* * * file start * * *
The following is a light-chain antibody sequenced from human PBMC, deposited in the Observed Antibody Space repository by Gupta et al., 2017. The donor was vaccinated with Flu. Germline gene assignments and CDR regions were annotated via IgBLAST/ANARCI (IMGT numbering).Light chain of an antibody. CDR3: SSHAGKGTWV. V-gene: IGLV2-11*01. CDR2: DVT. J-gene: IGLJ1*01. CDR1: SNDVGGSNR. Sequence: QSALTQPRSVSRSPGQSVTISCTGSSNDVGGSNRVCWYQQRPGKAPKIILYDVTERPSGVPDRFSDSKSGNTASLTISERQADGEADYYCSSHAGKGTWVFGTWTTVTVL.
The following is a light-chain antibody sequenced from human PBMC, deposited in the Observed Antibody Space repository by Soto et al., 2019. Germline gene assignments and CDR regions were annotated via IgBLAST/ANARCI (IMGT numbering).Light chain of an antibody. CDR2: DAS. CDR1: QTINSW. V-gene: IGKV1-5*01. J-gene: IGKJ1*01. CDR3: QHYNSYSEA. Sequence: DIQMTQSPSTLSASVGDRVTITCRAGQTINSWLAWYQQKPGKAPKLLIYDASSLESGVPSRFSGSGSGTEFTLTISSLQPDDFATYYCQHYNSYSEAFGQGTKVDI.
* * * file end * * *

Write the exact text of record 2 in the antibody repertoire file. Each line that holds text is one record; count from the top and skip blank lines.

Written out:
The following is a light-chain antibody sequenced from human PBMC, deposited in the Observed Antibody Space repository by Soto et al., 2019. Germline gene assignments and CDR regions were annotated via IgBLAST/ANARCI (IMGT numbering).Light chain of an antibody. CDR2: DAS. CDR1: QTINSW. V-gene: IGKV1-5*01. J-gene: IGKJ1*01. CDR3: QHYNSYSEA. Sequence: DIQMTQSPSTLSASVGDRVTITCRAGQTINSWLAWYQQKPGKAPKLLIYDASSLESGVPSRFSGSGSGTEFTLTISSLQPDDFATYYCQHYNSYSEAFGQGTKVDI.